John Mott on Leadership Traits – Part 1

Earlier this week I read some of the wisdom of John R. Mott, former President of the YMCA World Committee and recipient of the 1946 Nobel Peace Prize.

As you’d probably guess, Mott spent a vast majority of his time developing young leadership around him.  He put together a list of eight traits that he believed should be found in all young leaders.

This list was eye-opening for me as I saw a lot of truth and practicality in this list that still applies today.  I’m going to list the first four today along with some of my reactions and then talk about the other four tomorrow.

Mott believed that a leader should…

1.  Do the little things well. This echoes what Jesus teaches about the faithful servant (Matt. 25:20-21) — being faithful with few things will open up greater doors of opportunity in the future.

2.  Focus on priorities. In the words of Stephen Covey, “…keep the main thing the main thing.”  The leaders who reach that level of great impact are the ones who maintain that laser-like focus in their life and perspective.

3.  Use leisure well. For a lot of leaders, it can be easy to ignore your need for rest.  I fall into the trap of living 100 mph and realize that I’ve started to fray and wear.  You can get sick, lose your edge, and eventually not be as effective as you can be in the work that God’s called you to do.  Work hard first.  Rest when you need it.

4.  Have intensity. If you don’t have passion for the area that you lead, the passion to make a difference, it won’t translate to your team dynamics.  The great leaders of the Bible (David, Moses, Joseph) were passionate about their roles.  David showed his passion for justice against the Amalekites, Moses when he asked God to spare the Israelites, and Joseph with sparing his brothers and showing grace to them.  That takes passion.  That takes intensity.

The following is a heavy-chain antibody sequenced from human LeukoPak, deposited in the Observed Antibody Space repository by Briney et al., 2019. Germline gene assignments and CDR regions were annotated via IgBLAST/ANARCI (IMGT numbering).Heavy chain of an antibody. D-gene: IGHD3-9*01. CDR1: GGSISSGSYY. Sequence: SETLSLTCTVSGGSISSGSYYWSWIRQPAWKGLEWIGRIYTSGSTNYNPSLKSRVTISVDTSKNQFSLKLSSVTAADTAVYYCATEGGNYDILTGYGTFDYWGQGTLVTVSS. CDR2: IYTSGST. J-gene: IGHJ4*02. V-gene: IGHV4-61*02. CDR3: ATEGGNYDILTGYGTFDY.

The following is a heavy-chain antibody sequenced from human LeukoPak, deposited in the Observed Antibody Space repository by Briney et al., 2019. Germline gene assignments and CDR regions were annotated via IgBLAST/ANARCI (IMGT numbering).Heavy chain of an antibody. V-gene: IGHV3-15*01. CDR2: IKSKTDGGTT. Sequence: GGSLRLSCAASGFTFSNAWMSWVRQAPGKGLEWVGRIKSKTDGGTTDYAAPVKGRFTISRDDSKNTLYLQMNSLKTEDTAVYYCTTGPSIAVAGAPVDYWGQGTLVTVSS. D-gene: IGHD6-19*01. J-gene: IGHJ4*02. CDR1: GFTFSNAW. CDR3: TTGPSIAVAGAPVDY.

More to come tomorrow…

Friday List – September 3, 2010

Happy Friday.  College football is here again.  Life is beautiful.

Enjoy the Friday List.

  • Teenage driver = SUV in swimming pool.
  • Apparently there is an Air Guitar World Championship.  This is for all the people who are Ted Nugent in their own minds.
  • Quote of the Week:  “When they discover the center of the universe, a lot of people will be disappointed to discover they are not it.” – Bernard Bailey  (Kind of mean but funny because it’s true.)
  • Picture of the Week:  Pagliacci.
  • Video of the Week:  Double Rainbow.
  • Think you’re awesome?  Now you can have someone call every single day and tell you that you’re awesome.

Friday List – August 27, 2010

The Friday List is getting out late today.  I spent the morning in New Student Orientation for grad school.  Classes start on Monday for my journey towards an MA in Leadership.  Happy Friday everyone.  Do your Friday dance.

  • A Beautiful Mind: Stephen Wiltshire has a gift.
  • A movie critic recently complained that the new movie Expendables is all about explosions and fight scenes and nothing else.  What were you expecting it to be about after you saw the cast list?
  • Picture of the Week: Name Win